Gina Biegel, a licensed marriage and family therapist in her mid-thirties with boundless energy and inspiration, is doing great work in the area of teen stress reduction, in a program she calls Stressed Teens. She has adapted Jon Kabat Zinn’s Mindfulness-Based Stress Reduction (MBSR) program for teens and is arming them with the skills they need to keep themselves balanced in a world that can be difficult and complicated for young people.
These people and many others all over America and the world are changing the way we approach chronic poverty and disconnection. These programs reveal to our children that a negative and dangerous life is not their only option. With mindfulness skills they see that they have choices and the wherewithal to overcome the adversity in their lives. As these programs grow and lead to deep, systemic change, our country will be a safer and healthier place because of it.
Mindful about compassion
A mindful nation is about recognizing that we are all connected: we are in this together. At present, we feel divided and scared, and have been made to believe that independence means we are totally on our own. But our experiences—as individuals and as a country—tell a different story. We know that when we join together, work together, and care about each other, our freedom actually increases. Real independence emerges when we know how to support each other. The Declaration of Independence was a communal act.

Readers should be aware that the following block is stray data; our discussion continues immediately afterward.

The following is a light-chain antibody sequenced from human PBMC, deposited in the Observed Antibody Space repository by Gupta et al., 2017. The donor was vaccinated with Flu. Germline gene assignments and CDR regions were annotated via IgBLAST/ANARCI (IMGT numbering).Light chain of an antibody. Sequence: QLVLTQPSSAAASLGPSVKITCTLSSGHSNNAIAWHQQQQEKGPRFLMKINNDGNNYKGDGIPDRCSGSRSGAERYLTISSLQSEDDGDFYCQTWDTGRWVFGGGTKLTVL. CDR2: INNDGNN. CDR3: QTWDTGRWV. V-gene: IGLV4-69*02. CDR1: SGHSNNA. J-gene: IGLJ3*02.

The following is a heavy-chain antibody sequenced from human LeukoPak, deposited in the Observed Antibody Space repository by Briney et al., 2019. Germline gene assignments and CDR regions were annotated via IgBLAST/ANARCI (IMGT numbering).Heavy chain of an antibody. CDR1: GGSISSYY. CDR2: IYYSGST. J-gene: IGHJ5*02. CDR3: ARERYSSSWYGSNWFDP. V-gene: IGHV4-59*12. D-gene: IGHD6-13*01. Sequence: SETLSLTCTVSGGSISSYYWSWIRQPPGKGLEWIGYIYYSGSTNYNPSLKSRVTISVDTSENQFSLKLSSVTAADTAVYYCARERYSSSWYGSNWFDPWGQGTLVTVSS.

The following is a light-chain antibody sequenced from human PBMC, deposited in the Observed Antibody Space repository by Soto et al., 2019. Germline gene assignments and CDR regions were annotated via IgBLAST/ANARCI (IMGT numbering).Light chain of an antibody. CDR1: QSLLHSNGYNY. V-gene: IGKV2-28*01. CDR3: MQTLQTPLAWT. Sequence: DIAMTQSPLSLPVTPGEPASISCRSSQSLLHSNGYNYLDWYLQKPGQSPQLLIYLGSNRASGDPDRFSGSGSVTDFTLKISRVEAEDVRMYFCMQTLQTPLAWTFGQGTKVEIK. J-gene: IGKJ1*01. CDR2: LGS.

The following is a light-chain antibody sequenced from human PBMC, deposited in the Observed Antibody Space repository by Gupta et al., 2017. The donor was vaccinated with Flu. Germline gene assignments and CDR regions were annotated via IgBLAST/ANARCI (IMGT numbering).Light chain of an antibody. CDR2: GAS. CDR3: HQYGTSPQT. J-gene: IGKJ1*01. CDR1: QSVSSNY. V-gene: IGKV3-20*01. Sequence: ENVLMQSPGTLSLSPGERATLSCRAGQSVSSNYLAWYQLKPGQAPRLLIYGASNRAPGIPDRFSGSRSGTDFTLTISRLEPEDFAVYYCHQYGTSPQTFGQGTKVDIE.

When Karen Armstrong, the great religious scholar, is asked what unites all our major faiths, she responds, “Compassion.” Our evolutionary psychologists tell us the same. And Charles Darwin, the man often misquoted to justify the brutality of capitalism, wrote, “Those communities which included the greatest number of the most sympathetic [i.e., empathetic] members, would flourish.”
The every-man-for-himself model cuts against what all of our great religions have taught us; it also goes against what our great scientists are teaching us, and it denies what we know in our hearts. It’s time for compassion to come front and center in our public discourse. We need to get away from worshipping at the altar of profit and markets as if they were flawless deities. If we care about each other, invest in each other, and put the well-being of human beings first, we will soften the rough edges of the market system and we all will profit more.
Mindfulness can help us slow down enough, and pay attention enough, to see clearly the basic human truth Darwin stated. We’re not going to get this from the business talk shows: they will tell us that if we buy the right stock, we’ll flourish. We won’t get it from the news channels: they’ll tell us that if we have a certain political view, we’ll vote the right people into office, and then we will flourish as never before. We won’t get it from the commercials telling us that the latest product will bring us deep satisfaction. We’ll get it by slowing down and seeing how powerful compassion can be.